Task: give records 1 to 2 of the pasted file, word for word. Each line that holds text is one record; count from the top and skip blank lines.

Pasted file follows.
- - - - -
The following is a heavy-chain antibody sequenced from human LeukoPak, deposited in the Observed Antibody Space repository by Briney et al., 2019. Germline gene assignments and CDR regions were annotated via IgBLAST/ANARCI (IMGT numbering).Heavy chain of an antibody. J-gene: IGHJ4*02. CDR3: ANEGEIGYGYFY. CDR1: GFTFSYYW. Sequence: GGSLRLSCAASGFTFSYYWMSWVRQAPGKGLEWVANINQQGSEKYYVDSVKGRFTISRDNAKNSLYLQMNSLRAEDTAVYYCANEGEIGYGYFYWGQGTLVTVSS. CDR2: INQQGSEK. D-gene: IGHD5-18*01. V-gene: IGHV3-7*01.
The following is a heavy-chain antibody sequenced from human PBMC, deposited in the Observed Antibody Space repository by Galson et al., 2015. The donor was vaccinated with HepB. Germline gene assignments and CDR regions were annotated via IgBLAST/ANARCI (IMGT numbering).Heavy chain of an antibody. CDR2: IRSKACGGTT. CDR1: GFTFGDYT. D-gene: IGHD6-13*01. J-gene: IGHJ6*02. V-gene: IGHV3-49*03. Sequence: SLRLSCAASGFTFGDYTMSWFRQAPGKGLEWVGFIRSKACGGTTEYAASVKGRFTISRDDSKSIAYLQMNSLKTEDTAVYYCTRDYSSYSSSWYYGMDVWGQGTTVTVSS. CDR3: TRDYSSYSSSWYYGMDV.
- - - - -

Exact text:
The following is a heavy-chain antibody sequenced from human LeukoPak, deposited in the Observed Antibody Space repository by Briney et al., 2019. Germline gene assignments and CDR regions were annotated via IgBLAST/ANARCI (IMGT numbering).Heavy chain of an antibody. J-gene: IGHJ4*02. CDR3: ANEGEIGYGYFY. CDR1: GFTFSYYW. Sequence: GGSLRLSCAASGFTFSYYWMSWVRQAPGKGLEWVANINQQGSEKYYVDSVKGRFTISRDNAKNSLYLQMNSLRAEDTAVYYCANEGEIGYGYFYWGQGTLVTVSS. CDR2: INQQGSEK. D-gene: IGHD5-18*01. V-gene: IGHV3-7*01.
The following is a heavy-chain antibody sequenced from human PBMC, deposited in the Observed Antibody Space repository by Galson et al., 2015. The donor was vaccinated with HepB. Germline gene assignments and CDR regions were annotated via IgBLAST/ANARCI (IMGT numbering).Heavy chain of an antibody. CDR2: IRSKACGGTT. CDR1: GFTFGDYT. D-gene: IGHD6-13*01. J-gene: IGHJ6*02. V-gene: IGHV3-49*03. Sequence: SLRLSCAASGFTFGDYTMSWFRQAPGKGLEWVGFIRSKACGGTTEYAASVKGRFTISRDDSKSIAYLQMNSLKTEDTAVYYCTRDYSSYSSSWYYGMDVWGQGTTVTVSS. CDR3: TRDYSSYSSSWYYGMDV.